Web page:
Born 1976, New Orleans
Lives and Works in Los Angeles
Los Angeles based artist Anne-Louise Ewen’s inventive body of work includes paintings, prints, drawings, sculpture, ceramics, and books.
Ewen grew up in a small town on the Mississippi River in a region of South Louisiana equally known equally for its antebellum architecture and for its toxic refineries. She moved to Los Angeles in 2005 from New Orleans following the massive upheaval of Hurricane Katrina.
Long before that, in the summer between second and third grade, Ewen met one of her first art mentors in a chance encounter and spent that summer learning the fundamentals of drawing with charcoal, a formative experience which established visual art as a core element of her life.
As a teen, she attended the Louisiana School for Math, Science and the Arts (a magnet boarding school) concentrating on a curriculum of fine art, and then spent two years studying figure drawing, printmaking and painting in Paris, France. In her college years, she pursued a degree in philosophy and founded The Donaldsonville Art Colony, a collective of painters, writers, musicians, and filmmakers, an experience she drew from years later when she launched an independent art gallery in Costa Mesa, CA in 2007.
In this time of deep unrest in the United States, she strives more than ever to create honest, personal expressions of freedom and beauty.
THINGS THAT ARE IMPORTANT*
TO ME IN PAINTING
Aim to proceed with a devil-may-care work ethic.
Cheerful and reckless. Painting is an active investigation. Invent processes and re-discover painting for myself all the time. Figure it out as I go in a leap of faith, expecting to arrive at something I find personally and intimately beautiful.
Let first-hand personal experience
of aesthetic arrest be the true north that guides me.
Make something to look at and know experientially
-- not as a concept to be grasped. Let there be room for epiphany.
Don’t give in to pressure to validate through explanation.
Aim for nothing less than to create things that transcend
oppression, violence, hate, ignorance, and existential ennui.
Do it in my own way.
If it works on me, it might work on other people.
Art’s highest good is as an outpost and a trigger of freedom and happiness.
I’m interested in art that makes me feel in love with the world.
Artists have the ability and responsibility to restore humanity to humanity through what we do. Some have said that looking at my work makes them feel more free and I’d like to keep making that happen.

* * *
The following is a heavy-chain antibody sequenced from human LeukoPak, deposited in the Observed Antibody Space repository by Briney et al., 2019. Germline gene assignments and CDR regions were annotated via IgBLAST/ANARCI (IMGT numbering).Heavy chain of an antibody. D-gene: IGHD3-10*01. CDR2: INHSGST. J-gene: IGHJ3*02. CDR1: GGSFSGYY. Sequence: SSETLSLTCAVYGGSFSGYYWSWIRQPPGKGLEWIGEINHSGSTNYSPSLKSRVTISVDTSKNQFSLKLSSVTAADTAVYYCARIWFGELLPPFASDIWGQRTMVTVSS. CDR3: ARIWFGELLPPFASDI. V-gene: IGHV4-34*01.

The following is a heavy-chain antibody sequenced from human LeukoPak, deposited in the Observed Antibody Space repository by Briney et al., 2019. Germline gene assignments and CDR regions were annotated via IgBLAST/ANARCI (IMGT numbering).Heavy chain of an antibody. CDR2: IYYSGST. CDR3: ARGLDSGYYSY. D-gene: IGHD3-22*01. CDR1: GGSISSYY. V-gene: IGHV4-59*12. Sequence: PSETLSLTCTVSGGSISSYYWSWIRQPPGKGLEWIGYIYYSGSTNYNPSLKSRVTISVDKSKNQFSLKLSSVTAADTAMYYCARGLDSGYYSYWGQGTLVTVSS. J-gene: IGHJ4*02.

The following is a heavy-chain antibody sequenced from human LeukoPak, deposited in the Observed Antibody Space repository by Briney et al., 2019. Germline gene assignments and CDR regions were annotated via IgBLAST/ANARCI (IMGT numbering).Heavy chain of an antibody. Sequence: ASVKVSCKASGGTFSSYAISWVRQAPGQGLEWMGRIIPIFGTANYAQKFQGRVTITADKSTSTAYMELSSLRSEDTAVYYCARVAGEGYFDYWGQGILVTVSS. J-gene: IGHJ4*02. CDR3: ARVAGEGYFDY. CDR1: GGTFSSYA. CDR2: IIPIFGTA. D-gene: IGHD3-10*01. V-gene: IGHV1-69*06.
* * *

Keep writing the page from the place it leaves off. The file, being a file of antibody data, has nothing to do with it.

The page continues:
For me it is more about the music than the lyrics.
In other words, though there are recognizable objects in my paintings,
subject matter (the “lyrics”) is not what primarily motivates me.
I want to be virtuous in the ways that I share my work with the world
and I wrestle with what that means for me.
*About the word important
I feel strongly that people should be more discerning about when they use the word “important” to describe art. Often what they mean is that a particular work of art or artist is currently influential, popular, or expensive. This does not make it important. I unreservedly believe that the arts are important to the survival of humanity, but when I hear critics or gallerists say that this or that artist or painting is “important,” it reads to me as a symptom of a perverse “art world” paradigm which is obsessed with status, money, and power -- when what the world needs more of is cultural offerings which inspire and strengthen humanity's more virtuous qualities like empathy, sensitivity to beauty, and love of life.
I'm interested in the life affirming properties of the arts, I think because I had an existential outlook from a very early age, stemming from my understanding that I was born to ease the suffering of my parents following the death of my oldest brother.
Furthermore, my coming into being has been related to me all my life as something that unfolded in mythological terms: God spoke to my mother, told her he was going to give her another child, and delivered me on her birthday.
So, I'm not interested in fetishizing neurosis in art. I need art that is a beacon of goodness in this brief life in which we'll all encounter inevitable bouts of pain.
The cheerfulness of my art is not a denial of this fact of life -- but an acknowledgement of it. I do not have the privilege of playing with tragedy and pain as a form of stimulating entertainment. It's all too real.
My art is a very real comfort to me in the face of this truth, and for whatever light it can bring into other lives I am grateful.
In the same spirit, I lack motivation to create art that is an intellectual game or of a mindset that is out to impress and dominate, demonstrate how "important" I am.
If I could have a superpower it would be to give everyone a home. A safe place that beautifully reflects and amplifies the best of who they are and hope to become. Where they can unguardedly be themselves. Lay down to sleep in peace. Wake up feeling in love with the world.
As it is, I offer my paintings and the universe that they create.
- Anne-Louise Ewen